10 films that should have won the Best Picture Oscar

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The glitz and glamour of The Oscars draws the biggest names in cinema and billions of viewers worldwide. Despite this the Academy doesn’t always get it right. We look at the 10 films that they criminally overlooked for the Best Picture Oscar

 

Taxi Driver (1976)

Martin Scorsese’s unflinching and compelling portrayal of an isolated taxi driver drifting through New York’s sinister underbelly remains one of the most captivating films of all time. The cinematography is stunning and the soundtrack gives a powerful sense of foreboding.

I don’t think post-Watergate America was ready for a film that gave such a brutal and damning portrayal of the American dream. Instead, they opted for a crowd-pleaser that would start to repair the nations’ morale.

Key moment: Who could forget the shot revealing Travis Bickle’s Mohican as he stared at the Presidential candidate he was plotting to assassinate.

What won: Rocky

 

Apocalypse Now (1979)

Francis Ford Coppola’s haunting journey down the Vietnamese Nung River perfectly captures the madness of war. The shoot was every bit as chaotic and disorganised as the war itself, with tornados, lead actor replacements and a very overweight, under-prepared Marlon Brando.

Key moment: The king is dead, long live the king. The moment after the death of Colonal Kurtz when Captain Willard faces the tribe of followers.

What won: Kramer Vs Kramer

 

Goodfellas (1990)

Quite how Kevin Costner’s tedious, monotone voice-over riddled Dances with Wolves won ahead of Goodfellas is still baffling! No matter how many times you watch Goodfellas you can’t turn it off. The trio of De Niro, Pesci and Liotta all give astonishing performances as we’re propelled through their rise and fall in the criminal underworld.

Scorsese masterfully tells their story, accompanied with excellent music and set-pieces like the tracking shot through the restaurant scene.

Key moment: When Henry Hill realises that his life-long friend Jimmy Conway is planning to kill him.

What won: Dances with Wolves

 

The Usual Suspects (1995)

From the onset you are thrown headfirst into this slick, complicated and absorbing ride. 5 notorious criminals are thrown together in a Police line-up and subsequently hatch an audacious robbery that leads them into the path of rumoured criminal mastermind Keyser Soze.

The five leads are excellent but Spacey steals the show as “cripple” Verbal Kint. He won as Oscar for Supporting actor and writer Chris McQuarrie also won for Best Screenplay.

This is a thrilling, compelling, complex and wonderfully acted thriller. It’s criminal that Braveheart won instead.

Key scene: The final scene, and if you’ve not seen it, I won’t ruin it for you. Watch it.

What won: Braveheart

 

Fargo (1996)

The Coen brothers distinctive parable about a faked kidnapping gone wrong is one of their best films. The fact it could be so successfully adapted into the recent 10-part TV drama, gives an indication of its depth.

The film also looks stunning, with the stark landscape used to represent the troubling storyline.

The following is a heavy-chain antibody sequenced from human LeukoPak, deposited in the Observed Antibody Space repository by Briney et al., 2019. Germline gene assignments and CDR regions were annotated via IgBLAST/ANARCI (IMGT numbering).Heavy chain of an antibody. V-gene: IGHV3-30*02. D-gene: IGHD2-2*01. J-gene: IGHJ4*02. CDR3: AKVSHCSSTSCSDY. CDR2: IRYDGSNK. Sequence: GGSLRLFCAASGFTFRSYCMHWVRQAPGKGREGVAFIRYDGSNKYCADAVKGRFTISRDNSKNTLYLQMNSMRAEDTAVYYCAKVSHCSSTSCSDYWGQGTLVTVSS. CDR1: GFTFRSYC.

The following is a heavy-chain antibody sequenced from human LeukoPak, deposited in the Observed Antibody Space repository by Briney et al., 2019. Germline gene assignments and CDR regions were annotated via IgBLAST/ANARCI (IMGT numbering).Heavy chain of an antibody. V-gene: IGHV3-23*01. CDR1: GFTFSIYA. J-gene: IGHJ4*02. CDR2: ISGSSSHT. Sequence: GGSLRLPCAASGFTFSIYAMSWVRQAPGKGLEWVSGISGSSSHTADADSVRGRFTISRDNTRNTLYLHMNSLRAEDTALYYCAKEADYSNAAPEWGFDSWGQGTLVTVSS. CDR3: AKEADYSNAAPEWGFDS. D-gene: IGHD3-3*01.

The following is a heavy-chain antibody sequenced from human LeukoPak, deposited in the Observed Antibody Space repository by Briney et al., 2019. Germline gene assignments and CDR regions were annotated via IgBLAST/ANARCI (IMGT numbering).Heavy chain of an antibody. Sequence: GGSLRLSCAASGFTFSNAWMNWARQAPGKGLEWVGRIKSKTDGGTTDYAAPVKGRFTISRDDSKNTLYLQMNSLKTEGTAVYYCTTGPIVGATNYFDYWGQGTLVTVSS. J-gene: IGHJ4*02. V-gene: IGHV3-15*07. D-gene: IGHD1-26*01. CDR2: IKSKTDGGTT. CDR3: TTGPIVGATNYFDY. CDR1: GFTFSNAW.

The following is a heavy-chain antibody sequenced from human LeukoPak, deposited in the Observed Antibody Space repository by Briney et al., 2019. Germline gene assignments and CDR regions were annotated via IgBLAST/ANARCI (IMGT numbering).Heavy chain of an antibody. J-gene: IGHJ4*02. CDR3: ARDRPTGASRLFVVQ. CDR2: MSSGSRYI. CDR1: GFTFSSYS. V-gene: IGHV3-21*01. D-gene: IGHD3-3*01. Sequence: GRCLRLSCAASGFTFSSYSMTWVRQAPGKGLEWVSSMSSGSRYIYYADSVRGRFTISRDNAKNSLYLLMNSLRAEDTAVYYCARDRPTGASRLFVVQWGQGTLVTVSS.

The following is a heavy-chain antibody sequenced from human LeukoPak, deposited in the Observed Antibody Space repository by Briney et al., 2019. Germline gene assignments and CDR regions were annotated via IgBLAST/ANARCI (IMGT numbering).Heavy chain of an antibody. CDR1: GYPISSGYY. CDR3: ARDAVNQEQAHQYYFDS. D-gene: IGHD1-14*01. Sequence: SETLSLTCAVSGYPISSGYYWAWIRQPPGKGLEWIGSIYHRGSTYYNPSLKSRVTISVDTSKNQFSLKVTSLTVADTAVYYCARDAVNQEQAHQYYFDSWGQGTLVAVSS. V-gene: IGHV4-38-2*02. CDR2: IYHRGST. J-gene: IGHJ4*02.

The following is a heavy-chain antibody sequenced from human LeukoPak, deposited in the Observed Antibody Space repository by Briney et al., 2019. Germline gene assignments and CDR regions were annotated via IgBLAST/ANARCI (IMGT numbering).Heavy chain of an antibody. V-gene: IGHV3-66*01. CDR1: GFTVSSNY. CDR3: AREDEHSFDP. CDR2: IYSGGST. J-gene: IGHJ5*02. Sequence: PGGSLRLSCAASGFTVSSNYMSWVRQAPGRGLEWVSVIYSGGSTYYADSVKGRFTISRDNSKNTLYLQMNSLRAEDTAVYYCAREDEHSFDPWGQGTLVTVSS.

Key scene: Willam H Macy’s character squirming under the pressure of the Detective.

What won: The English Patient

 

The Full Monty (1997)

This tale of unemployed steel workers trying to become strippers is one of the most successful Brit films ever. Simon Beaufoy’s script beautifully tip-toes between comedy and tragedy and poignantly portrays the emasculation of the men without ever patronising or becoming sentimental.

 

This is the ultimate feel-good comedy that never fails to inspire or amuse. My favourite line is after they’ve stopped Lomper from killing himself. “Of course I’m your mate, I’d run you over soon as I’d look at you.”

Key scene: The queue of men in the job centre dancing to “Hot Stuff”.

What won: Titanic

 

Saving Private Ryan (1998)

A captivating, true-story of a battalion of soldiers trying to find Private Ryan to inform him that his brothers are both dead. Tom Hanks leads a talented cast as the responsible for this flawed mission.

Key scene: The hail of gunfire the troops face when landing on the beach.

What won: Shakespeare in Love

 

Lord of the Rings: The Fellowship of the Ring (2001)

The first part of the LOTR trilogy is a good old-fashioned adventure story and was a breakthrough film in terms of scale and visuals. It may be a little slow to get going, but when the stories in full-flow the long running time flies by.

Key Scene: Gandalf’s battle of the staffs with Saruman.

What won: A Beautiful Mind

 

City of God (2002)

This tells the tale of two boys growing up in a violent neighbourhood in Brazil. One becomes a photographer, the other takes a more violent path. The film beautifully captures the way of life and shows the small margins between escaping the slums and being consigned to them forever.

Key scene: The character hiding in the trees overnight following a violent clash with gangsters.

What won: Chicago

 

District 9 (2010)

Neil Blomkamp’s thriller starts with an alien ship that appears over Johannesburg. The aliens are forced to live in segregation in the slums, clearly a reference to apartheid South Africa.

The simple and compelling story follows a Government Agent who, after being exposed to their technology, starts to turn into their species. It’s the classic story of the hunter becoming the hunted as he flees the Government as he tries to discover how to prevent his transformation before it’s too late.

Key scene: Agent Merwe communicating with the prawns and realising he may have a chance at reversing his condition.

What won: The Hurt Locker

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Written by Martin Stocks | @Stocks1986

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